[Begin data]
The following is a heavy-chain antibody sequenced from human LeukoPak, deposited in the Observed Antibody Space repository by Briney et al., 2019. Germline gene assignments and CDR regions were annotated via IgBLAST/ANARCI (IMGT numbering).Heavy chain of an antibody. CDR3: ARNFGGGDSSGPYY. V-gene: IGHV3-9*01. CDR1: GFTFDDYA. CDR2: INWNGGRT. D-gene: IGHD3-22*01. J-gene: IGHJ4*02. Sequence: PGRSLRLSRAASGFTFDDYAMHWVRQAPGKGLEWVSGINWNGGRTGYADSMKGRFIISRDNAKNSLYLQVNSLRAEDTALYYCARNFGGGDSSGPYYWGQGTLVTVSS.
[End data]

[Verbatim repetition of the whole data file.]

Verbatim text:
The following is a heavy-chain antibody sequenced from human LeukoPak, deposited in the Observed Antibody Space repository by Briney et al., 2019. Germline gene assignments and CDR regions were annotated via IgBLAST/ANARCI (IMGT numbering).Heavy chain of an antibody. CDR3: ARNFGGGDSSGPYY. V-gene: IGHV3-9*01. CDR1: GFTFDDYA. CDR2: INWNGGRT. D-gene: IGHD3-22*01. J-gene: IGHJ4*02. Sequence: PGRSLRLSRAASGFTFDDYAMHWVRQAPGKGLEWVSGINWNGGRTGYADSMKGRFIISRDNAKNSLYLQVNSLRAEDTALYYCARNFGGGDSSGPYYWGQGTLVTVSS.